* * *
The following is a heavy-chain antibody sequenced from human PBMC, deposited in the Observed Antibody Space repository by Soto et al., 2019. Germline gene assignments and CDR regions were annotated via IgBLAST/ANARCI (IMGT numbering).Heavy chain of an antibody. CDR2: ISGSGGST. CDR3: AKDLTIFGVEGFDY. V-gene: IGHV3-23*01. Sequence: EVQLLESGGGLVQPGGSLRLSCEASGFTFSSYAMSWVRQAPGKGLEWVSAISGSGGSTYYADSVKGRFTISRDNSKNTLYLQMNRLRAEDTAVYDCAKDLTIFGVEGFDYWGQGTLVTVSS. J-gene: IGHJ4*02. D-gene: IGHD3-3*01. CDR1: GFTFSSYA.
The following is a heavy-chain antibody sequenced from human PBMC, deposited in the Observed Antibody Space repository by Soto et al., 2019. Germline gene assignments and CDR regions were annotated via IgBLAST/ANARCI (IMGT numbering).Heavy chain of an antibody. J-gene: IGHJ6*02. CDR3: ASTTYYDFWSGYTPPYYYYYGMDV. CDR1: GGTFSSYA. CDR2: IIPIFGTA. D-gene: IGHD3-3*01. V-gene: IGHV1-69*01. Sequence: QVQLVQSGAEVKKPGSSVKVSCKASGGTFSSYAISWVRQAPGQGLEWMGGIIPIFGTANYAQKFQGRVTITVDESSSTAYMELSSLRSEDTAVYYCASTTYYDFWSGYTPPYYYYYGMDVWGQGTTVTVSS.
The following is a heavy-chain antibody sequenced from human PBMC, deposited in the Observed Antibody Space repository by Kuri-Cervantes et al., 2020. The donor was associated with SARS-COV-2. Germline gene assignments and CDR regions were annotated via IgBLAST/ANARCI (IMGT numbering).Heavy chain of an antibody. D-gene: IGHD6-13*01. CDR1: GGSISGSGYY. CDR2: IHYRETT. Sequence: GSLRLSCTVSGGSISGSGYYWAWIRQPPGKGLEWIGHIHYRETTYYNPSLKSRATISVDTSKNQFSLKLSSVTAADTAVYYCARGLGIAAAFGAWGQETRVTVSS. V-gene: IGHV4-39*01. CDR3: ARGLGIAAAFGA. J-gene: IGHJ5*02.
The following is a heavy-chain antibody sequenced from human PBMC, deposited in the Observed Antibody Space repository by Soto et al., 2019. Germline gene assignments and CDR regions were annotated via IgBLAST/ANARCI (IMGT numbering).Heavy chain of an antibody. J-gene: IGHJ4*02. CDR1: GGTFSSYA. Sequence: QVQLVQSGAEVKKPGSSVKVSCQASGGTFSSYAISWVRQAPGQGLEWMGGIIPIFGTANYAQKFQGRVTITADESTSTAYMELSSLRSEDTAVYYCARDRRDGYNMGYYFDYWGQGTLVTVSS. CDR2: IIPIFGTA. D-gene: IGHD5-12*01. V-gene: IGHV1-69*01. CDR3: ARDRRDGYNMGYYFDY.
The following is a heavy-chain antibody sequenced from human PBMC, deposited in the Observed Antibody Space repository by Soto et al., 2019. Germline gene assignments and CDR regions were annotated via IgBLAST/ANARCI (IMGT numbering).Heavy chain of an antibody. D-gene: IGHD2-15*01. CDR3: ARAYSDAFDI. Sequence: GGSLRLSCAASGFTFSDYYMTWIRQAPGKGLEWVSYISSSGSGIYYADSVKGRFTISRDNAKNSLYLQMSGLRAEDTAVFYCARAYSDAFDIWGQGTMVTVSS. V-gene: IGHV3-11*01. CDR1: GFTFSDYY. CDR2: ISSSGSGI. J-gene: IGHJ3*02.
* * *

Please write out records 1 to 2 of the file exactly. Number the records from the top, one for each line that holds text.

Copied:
The following is a heavy-chain antibody sequenced from human PBMC, deposited in the Observed Antibody Space repository by Soto et al., 2019. Germline gene assignments and CDR regions were annotated via IgBLAST/ANARCI (IMGT numbering).Heavy chain of an antibody. CDR2: ISGSGGST. CDR3: AKDLTIFGVEGFDY. V-gene: IGHV3-23*01. Sequence: EVQLLESGGGLVQPGGSLRLSCEASGFTFSSYAMSWVRQAPGKGLEWVSAISGSGGSTYYADSVKGRFTISRDNSKNTLYLQMNRLRAEDTAVYDCAKDLTIFGVEGFDYWGQGTLVTVSS. J-gene: IGHJ4*02. D-gene: IGHD3-3*01. CDR1: GFTFSSYA.
The following is a heavy-chain antibody sequenced from human PBMC, deposited in the Observed Antibody Space repository by Soto et al., 2019. Germline gene assignments and CDR regions were annotated via IgBLAST/ANARCI (IMGT numbering).Heavy chain of an antibody. J-gene: IGHJ6*02. CDR3: ASTTYYDFWSGYTPPYYYYYGMDV. CDR1: GGTFSSYA. CDR2: IIPIFGTA. D-gene: IGHD3-3*01. V-gene: IGHV1-69*01. Sequence: QVQLVQSGAEVKKPGSSVKVSCKASGGTFSSYAISWVRQAPGQGLEWMGGIIPIFGTANYAQKFQGRVTITVDESSSTAYMELSSLRSEDTAVYYCASTTYYDFWSGYTPPYYYYYGMDVWGQGTTVTVSS.